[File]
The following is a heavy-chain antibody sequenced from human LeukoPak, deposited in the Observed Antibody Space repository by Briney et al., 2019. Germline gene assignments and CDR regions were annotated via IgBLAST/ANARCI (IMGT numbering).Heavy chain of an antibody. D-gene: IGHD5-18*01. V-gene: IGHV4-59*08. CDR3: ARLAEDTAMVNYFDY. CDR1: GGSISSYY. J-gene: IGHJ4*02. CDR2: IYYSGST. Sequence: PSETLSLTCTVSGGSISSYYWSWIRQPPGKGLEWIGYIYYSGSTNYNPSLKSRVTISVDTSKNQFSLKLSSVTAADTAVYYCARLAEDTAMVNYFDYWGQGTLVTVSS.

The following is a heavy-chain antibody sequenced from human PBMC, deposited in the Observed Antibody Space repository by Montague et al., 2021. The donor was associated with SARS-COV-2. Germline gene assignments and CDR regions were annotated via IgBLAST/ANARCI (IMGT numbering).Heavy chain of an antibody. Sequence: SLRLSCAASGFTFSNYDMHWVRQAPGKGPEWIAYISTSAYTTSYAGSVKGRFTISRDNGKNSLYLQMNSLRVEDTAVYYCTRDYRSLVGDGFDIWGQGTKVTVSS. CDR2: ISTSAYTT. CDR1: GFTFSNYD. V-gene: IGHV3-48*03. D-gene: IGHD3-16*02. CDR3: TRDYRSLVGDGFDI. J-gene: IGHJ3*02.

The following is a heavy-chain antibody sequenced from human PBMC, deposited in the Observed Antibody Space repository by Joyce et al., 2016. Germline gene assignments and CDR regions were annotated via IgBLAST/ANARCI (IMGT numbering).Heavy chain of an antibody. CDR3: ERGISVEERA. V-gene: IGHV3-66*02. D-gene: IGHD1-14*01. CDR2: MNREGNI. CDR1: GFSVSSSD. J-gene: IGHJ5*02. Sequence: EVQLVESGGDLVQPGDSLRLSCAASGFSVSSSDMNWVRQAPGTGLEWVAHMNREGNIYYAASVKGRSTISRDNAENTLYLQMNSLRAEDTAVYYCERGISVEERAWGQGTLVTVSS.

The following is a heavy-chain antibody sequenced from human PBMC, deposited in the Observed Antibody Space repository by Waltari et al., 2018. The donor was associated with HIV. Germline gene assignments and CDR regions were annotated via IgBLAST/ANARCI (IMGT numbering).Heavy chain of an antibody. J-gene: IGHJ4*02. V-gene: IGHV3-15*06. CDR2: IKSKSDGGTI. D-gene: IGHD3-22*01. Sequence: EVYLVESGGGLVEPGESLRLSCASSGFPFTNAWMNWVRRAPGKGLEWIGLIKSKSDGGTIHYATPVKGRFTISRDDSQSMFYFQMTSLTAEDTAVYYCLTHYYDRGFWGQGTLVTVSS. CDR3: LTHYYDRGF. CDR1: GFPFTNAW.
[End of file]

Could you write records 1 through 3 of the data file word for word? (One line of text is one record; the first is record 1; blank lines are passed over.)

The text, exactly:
The following is a heavy-chain antibody sequenced from human LeukoPak, deposited in the Observed Antibody Space repository by Briney et al., 2019. Germline gene assignments and CDR regions were annotated via IgBLAST/ANARCI (IMGT numbering).Heavy chain of an antibody. D-gene: IGHD5-18*01. V-gene: IGHV4-59*08. CDR3: ARLAEDTAMVNYFDY. CDR1: GGSISSYY. J-gene: IGHJ4*02. CDR2: IYYSGST. Sequence: PSETLSLTCTVSGGSISSYYWSWIRQPPGKGLEWIGYIYYSGSTNYNPSLKSRVTISVDTSKNQFSLKLSSVTAADTAVYYCARLAEDTAMVNYFDYWGQGTLVTVSS.

The following is a heavy-chain antibody sequenced from human PBMC, deposited in the Observed Antibody Space repository by Montague et al., 2021. The donor was associated with SARS-COV-2. Germline gene assignments and CDR regions were annotated via IgBLAST/ANARCI (IMGT numbering).Heavy chain of an antibody. Sequence: SLRLSCAASGFTFSNYDMHWVRQAPGKGPEWIAYISTSAYTTSYAGSVKGRFTISRDNGKNSLYLQMNSLRVEDTAVYYCTRDYRSLVGDGFDIWGQGTKVTVSS. CDR2: ISTSAYTT. CDR1: GFTFSNYD. V-gene: IGHV3-48*03. D-gene: IGHD3-16*02. CDR3: TRDYRSLVGDGFDI. J-gene: IGHJ3*02.

The following is a heavy-chain antibody sequenced from human PBMC, deposited in the Observed Antibody Space repository by Joyce et al., 2016. Germline gene assignments and CDR regions were annotated via IgBLAST/ANARCI (IMGT numbering).Heavy chain of an antibody. CDR3: ERGISVEERA. V-gene: IGHV3-66*02. D-gene: IGHD1-14*01. CDR2: MNREGNI. CDR1: GFSVSSSD. J-gene: IGHJ5*02. Sequence: EVQLVESGGDLVQPGDSLRLSCAASGFSVSSSDMNWVRQAPGTGLEWVAHMNREGNIYYAASVKGRSTISRDNAENTLYLQMNSLRAEDTAVYYCERGISVEERAWGQGTLVTVSS.